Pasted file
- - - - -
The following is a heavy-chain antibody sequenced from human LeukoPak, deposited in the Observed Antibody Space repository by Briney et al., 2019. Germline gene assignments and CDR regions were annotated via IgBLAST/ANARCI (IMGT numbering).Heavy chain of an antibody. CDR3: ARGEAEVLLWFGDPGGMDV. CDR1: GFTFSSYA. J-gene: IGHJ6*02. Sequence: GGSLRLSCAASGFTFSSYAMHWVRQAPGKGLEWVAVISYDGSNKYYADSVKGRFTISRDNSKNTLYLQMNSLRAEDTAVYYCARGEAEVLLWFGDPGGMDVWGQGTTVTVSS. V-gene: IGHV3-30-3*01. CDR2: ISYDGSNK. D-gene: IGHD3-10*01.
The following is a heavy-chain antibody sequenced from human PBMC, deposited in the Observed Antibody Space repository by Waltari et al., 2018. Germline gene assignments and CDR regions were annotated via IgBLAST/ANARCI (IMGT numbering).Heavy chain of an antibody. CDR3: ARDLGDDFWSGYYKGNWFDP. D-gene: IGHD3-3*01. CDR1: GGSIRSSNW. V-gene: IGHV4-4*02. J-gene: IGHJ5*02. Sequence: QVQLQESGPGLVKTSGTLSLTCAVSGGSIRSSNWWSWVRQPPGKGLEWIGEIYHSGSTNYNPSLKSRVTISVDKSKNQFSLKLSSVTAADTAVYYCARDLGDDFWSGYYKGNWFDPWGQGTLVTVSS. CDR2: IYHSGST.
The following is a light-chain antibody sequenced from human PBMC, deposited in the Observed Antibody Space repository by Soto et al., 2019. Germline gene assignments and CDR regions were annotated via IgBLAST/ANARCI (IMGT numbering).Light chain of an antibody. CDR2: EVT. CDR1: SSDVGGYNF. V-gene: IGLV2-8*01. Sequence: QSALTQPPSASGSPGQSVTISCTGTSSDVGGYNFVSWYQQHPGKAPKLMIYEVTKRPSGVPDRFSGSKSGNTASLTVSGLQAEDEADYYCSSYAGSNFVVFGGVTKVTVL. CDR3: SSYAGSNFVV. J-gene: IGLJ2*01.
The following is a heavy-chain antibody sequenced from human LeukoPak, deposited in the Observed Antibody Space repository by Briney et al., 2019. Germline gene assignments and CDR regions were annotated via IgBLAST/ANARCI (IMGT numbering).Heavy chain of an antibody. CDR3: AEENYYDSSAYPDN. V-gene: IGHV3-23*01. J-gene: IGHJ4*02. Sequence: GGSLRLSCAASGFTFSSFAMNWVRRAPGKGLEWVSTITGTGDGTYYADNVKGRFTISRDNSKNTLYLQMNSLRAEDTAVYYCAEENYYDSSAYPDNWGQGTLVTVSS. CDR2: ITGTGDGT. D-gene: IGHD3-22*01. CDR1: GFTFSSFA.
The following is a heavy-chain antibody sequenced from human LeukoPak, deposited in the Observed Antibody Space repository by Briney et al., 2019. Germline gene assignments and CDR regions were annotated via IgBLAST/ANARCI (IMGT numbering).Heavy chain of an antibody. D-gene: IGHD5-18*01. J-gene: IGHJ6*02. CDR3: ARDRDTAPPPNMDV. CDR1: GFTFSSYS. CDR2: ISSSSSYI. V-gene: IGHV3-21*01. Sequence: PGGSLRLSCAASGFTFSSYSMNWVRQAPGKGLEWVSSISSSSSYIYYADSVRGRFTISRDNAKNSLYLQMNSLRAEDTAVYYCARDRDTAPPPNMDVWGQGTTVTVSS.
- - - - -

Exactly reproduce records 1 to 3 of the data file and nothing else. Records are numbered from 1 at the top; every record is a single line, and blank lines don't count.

The following is a heavy-chain antibody sequenced from human LeukoPak, deposited in the Observed Antibody Space repository by Briney et al., 2019. Germline gene assignments and CDR regions were annotated via IgBLAST/ANARCI (IMGT numbering).Heavy chain of an antibody. CDR3: ARGEAEVLLWFGDPGGMDV. CDR1: GFTFSSYA. J-gene: IGHJ6*02. Sequence: GGSLRLSCAASGFTFSSYAMHWVRQAPGKGLEWVAVISYDGSNKYYADSVKGRFTISRDNSKNTLYLQMNSLRAEDTAVYYCARGEAEVLLWFGDPGGMDVWGQGTTVTVSS. V-gene: IGHV3-30-3*01. CDR2: ISYDGSNK. D-gene: IGHD3-10*01.
The following is a heavy-chain antibody sequenced from human PBMC, deposited in the Observed Antibody Space repository by Waltari et al., 2018. Germline gene assignments and CDR regions were annotated via IgBLAST/ANARCI (IMGT numbering).Heavy chain of an antibody. CDR3: ARDLGDDFWSGYYKGNWFDP. D-gene: IGHD3-3*01. CDR1: GGSIRSSNW. V-gene: IGHV4-4*02. J-gene: IGHJ5*02. Sequence: QVQLQESGPGLVKTSGTLSLTCAVSGGSIRSSNWWSWVRQPPGKGLEWIGEIYHSGSTNYNPSLKSRVTISVDKSKNQFSLKLSSVTAADTAVYYCARDLGDDFWSGYYKGNWFDPWGQGTLVTVSS. CDR2: IYHSGST.
The following is a light-chain antibody sequenced from human PBMC, deposited in the Observed Antibody Space repository by Soto et al., 2019. Germline gene assignments and CDR regions were annotated via IgBLAST/ANARCI (IMGT numbering).Light chain of an antibody. CDR2: EVT. CDR1: SSDVGGYNF. V-gene: IGLV2-8*01. Sequence: QSALTQPPSASGSPGQSVTISCTGTSSDVGGYNFVSWYQQHPGKAPKLMIYEVTKRPSGVPDRFSGSKSGNTASLTVSGLQAEDEADYYCSSYAGSNFVVFGGVTKVTVL. CDR3: SSYAGSNFVV. J-gene: IGLJ2*01.